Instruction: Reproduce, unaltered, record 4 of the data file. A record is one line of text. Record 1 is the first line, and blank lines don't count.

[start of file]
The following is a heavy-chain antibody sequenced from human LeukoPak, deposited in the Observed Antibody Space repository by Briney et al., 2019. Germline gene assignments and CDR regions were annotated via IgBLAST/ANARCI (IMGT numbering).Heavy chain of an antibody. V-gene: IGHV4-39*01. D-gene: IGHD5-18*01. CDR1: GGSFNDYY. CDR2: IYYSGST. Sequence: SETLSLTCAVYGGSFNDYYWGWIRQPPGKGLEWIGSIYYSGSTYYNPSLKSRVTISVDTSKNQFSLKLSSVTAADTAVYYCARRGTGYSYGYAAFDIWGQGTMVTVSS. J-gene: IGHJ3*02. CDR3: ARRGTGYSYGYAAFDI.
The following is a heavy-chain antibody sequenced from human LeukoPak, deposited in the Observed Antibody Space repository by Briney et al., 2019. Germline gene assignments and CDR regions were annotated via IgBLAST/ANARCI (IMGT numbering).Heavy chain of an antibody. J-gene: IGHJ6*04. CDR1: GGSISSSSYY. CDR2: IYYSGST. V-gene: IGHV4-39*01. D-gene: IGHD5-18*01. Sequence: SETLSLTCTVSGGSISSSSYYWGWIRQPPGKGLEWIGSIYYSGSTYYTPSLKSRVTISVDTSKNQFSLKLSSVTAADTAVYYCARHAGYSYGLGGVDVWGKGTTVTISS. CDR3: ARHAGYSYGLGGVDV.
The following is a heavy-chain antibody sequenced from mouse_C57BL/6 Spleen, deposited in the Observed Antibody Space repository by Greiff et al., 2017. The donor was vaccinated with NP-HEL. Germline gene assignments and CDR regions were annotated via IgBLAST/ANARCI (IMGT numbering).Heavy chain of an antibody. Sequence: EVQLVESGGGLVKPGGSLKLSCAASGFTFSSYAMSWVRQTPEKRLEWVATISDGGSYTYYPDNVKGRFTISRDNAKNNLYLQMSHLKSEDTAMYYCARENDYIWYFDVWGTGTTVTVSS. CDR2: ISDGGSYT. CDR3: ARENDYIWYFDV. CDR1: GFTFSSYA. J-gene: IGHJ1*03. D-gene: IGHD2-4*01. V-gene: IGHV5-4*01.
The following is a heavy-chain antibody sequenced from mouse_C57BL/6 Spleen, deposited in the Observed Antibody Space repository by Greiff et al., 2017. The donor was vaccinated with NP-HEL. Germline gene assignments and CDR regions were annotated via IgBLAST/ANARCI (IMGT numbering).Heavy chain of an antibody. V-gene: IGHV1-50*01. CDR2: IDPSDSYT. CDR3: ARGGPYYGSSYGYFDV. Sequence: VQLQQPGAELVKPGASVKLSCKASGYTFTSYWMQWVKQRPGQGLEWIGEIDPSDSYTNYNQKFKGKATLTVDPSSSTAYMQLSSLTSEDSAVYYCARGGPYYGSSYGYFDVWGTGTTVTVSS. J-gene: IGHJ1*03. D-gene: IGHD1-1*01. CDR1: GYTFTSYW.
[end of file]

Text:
The following is a heavy-chain antibody sequenced from mouse_C57BL/6 Spleen, deposited in the Observed Antibody Space repository by Greiff et al., 2017. The donor was vaccinated with NP-HEL. Germline gene assignments and CDR regions were annotated via IgBLAST/ANARCI (IMGT numbering).Heavy chain of an antibody. V-gene: IGHV1-50*01. CDR2: IDPSDSYT. CDR3: ARGGPYYGSSYGYFDV. Sequence: VQLQQPGAELVKPGASVKLSCKASGYTFTSYWMQWVKQRPGQGLEWIGEIDPSDSYTNYNQKFKGKATLTVDPSSSTAYMQLSSLTSEDSAVYYCARGGPYYGSSYGYFDVWGTGTTVTVSS. J-gene: IGHJ1*03. D-gene: IGHD1-1*01. CDR1: GYTFTSYW.